Boykins was wanted as a suspect in three additional incidents since March, according to New Orleans Police, including a March 20 aggravated assault incident in the 1700 block of Tonti Street on March 20, an assault and kidnapping incident with a firearm in the 1500 block of Numa Street on March 25 and a shooting in the 2100 block of Jackson Avenue on April 24.
Boykins was booked into Orleans Parish Justice Center on suspicion of several charges, including five counts of aggravated battery and a charge of possession of a firearm by a convicted felon.
Police have obtained an arrest warrant for 24-year-old Dorrell Boykins who, though an investigation, police identified as a second suspect in the April 25 Bourbon Street shooting.
Anyone with additional information on this incident or on the whereabouts of Dorrell Boykins is asked to contact NOPD Eighth District detectives at 504-658-6080. Anonymous callers can contact Crimestoppers of Greater New Orleans at 504-822-1111 or 877-903-7867.
(Photo: NOPD) The identity of a person is wanted in connection to a simple battery incident in which a victim was punched in the back of the head on Bourbon Street last month, according to New Orleans Police.
NOPD said the incident occurred April 28, shortly before 12 a.m., when police believe the suspect attacked the victim with a closed fist in the 700 block of Bourbon Street.
Police released surveillance camera footage of the incident on May 11 and allegedly shows the suspect, who was wearing a black shirt with a “Ride or Die” logo, black pants and a red bandana or cloth tied around his right hand.
Anyone with information regarding the identity and/or whereabouts of the pictured suspect is asked to contact Eighth District detectives at 504-658-6080. Anonymous callers can contact Crimestoppers at 504-822-1111 or 877-903-7867.
I was speaking to an individual today who has extensive insights into French Quarter businesses. I’ll call him a “very reliable anonymous source.” We chatted about business returning to the Quarter and things returning to our dysfunctional level of normalcy. We noted how many establishments didn’t return from the shutdown and the number of vacant buildings there are. I commented on how I anticipate huge corporate chains to move in and he replied, “They already are.”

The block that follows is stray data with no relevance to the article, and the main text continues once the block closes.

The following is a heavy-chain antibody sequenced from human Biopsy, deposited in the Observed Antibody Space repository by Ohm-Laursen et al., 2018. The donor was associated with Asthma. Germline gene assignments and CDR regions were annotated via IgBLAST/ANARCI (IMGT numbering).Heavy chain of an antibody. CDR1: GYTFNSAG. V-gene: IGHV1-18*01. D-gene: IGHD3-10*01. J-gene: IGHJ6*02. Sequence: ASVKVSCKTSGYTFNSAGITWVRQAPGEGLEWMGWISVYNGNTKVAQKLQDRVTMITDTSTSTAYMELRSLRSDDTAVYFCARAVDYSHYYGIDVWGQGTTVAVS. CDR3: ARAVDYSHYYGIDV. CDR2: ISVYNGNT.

According to “my source,” one big player who is looking to expand to Bourbon Street is TACO BELL. My first thought was a fast food joint and I guess I scowled in confusion. Not your average strip mall variant of the fast food chain, he said, but a huge, mega Taco Bell Cantina, like the one in Las Vegas. It’s more in line with the Hard Rock Cafe franchise, which also has a presence on Bourbon Street. I had to look this one up online.
A flagship Taco Bell. A monster location with multi-floors and alcoholic beverages. They even have a gift shop with Taco Bell apparel. I’ll say it right now: if you have Taco Bell printed on your shirt, you better be an employee. I can respect a TB employee. I cringe at the thought of people spending $30 on a T-shirt to advertise a corporation as a status symbol. Dumb asses will collect and wear Hard Rock Cafe shirts, so much for common sense I guess.
A year ago I predicted after the pandemic and the huge corporations pick through the rubble of destroyed small businesses that the French Quarter will become a Disney outlet. Let me amend that, it may become like a Fremont Street in Las Vegas. This works well with the mayor’s vision of pedestrian mall in the Quarter. The city would love to have large multinational corporations moving in and driving out the few remaining mom-and-pop establishments.
The small businesses whine and complain when license fees, taxes and regulations restrict their operations. Big corporations can absorb those costs and even welcome them. High costs of operations keep out the small time start-ups while allowing them more pull with the city.
Just what I want, Fremont Street. Drunk tourists on a ZipLine screaming past my apartment window every night vomiting alcohol-saturated Krystal burgers onto Bourbon Street below. People on balconies pelting the zip liners with beads and bottles. Think it sounds implausible? One thing we have learned over the past couple of years is: if a massive corporation throws enough money at the right political campaigns, they can get away with killing people.
We don’t know yet how Bourbon Street will change over the next few years, but have no doubt that it will change.